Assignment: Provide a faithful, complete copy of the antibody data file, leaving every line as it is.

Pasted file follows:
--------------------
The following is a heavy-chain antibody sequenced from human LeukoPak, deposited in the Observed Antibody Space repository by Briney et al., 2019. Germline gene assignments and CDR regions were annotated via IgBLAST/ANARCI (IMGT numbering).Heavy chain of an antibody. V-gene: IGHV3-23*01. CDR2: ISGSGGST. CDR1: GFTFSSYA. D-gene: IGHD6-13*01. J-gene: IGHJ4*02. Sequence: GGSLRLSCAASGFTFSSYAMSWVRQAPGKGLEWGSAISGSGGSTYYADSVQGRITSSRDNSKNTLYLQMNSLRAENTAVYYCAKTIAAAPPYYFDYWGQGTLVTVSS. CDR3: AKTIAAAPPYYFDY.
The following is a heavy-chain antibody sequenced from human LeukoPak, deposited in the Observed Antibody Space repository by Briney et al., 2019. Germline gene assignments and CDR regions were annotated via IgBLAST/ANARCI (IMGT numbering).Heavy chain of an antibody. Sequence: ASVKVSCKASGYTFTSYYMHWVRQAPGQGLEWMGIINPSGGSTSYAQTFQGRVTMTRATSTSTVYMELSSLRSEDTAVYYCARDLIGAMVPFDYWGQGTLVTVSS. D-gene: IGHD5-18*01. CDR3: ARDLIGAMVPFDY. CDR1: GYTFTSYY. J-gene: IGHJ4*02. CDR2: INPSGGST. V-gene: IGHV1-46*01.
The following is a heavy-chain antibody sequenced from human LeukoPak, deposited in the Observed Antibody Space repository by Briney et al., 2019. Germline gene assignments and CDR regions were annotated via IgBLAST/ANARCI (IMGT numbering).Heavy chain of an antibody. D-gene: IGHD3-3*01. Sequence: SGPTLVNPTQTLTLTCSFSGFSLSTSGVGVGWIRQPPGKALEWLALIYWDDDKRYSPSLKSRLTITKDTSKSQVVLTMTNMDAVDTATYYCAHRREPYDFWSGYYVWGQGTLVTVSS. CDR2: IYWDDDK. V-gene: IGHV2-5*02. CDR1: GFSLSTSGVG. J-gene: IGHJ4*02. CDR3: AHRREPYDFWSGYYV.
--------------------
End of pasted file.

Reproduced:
The following is a heavy-chain antibody sequenced from human LeukoPak, deposited in the Observed Antibody Space repository by Briney et al., 2019. Germline gene assignments and CDR regions were annotated via IgBLAST/ANARCI (IMGT numbering).Heavy chain of an antibody. V-gene: IGHV3-23*01. CDR2: ISGSGGST. CDR1: GFTFSSYA. D-gene: IGHD6-13*01. J-gene: IGHJ4*02. Sequence: GGSLRLSCAASGFTFSSYAMSWVRQAPGKGLEWGSAISGSGGSTYYADSVQGRITSSRDNSKNTLYLQMNSLRAENTAVYYCAKTIAAAPPYYFDYWGQGTLVTVSS. CDR3: AKTIAAAPPYYFDY.
The following is a heavy-chain antibody sequenced from human LeukoPak, deposited in the Observed Antibody Space repository by Briney et al., 2019. Germline gene assignments and CDR regions were annotated via IgBLAST/ANARCI (IMGT numbering).Heavy chain of an antibody. Sequence: ASVKVSCKASGYTFTSYYMHWVRQAPGQGLEWMGIINPSGGSTSYAQTFQGRVTMTRATSTSTVYMELSSLRSEDTAVYYCARDLIGAMVPFDYWGQGTLVTVSS. D-gene: IGHD5-18*01. CDR3: ARDLIGAMVPFDY. CDR1: GYTFTSYY. J-gene: IGHJ4*02. CDR2: INPSGGST. V-gene: IGHV1-46*01.
The following is a heavy-chain antibody sequenced from human LeukoPak, deposited in the Observed Antibody Space repository by Briney et al., 2019. Germline gene assignments and CDR regions were annotated via IgBLAST/ANARCI (IMGT numbering).Heavy chain of an antibody. D-gene: IGHD3-3*01. Sequence: SGPTLVNPTQTLTLTCSFSGFSLSTSGVGVGWIRQPPGKALEWLALIYWDDDKRYSPSLKSRLTITKDTSKSQVVLTMTNMDAVDTATYYCAHRREPYDFWSGYYVWGQGTLVTVSS. CDR2: IYWDDDK. V-gene: IGHV2-5*02. CDR1: GFSLSTSGVG. J-gene: IGHJ4*02. CDR3: AHRREPYDFWSGYYV.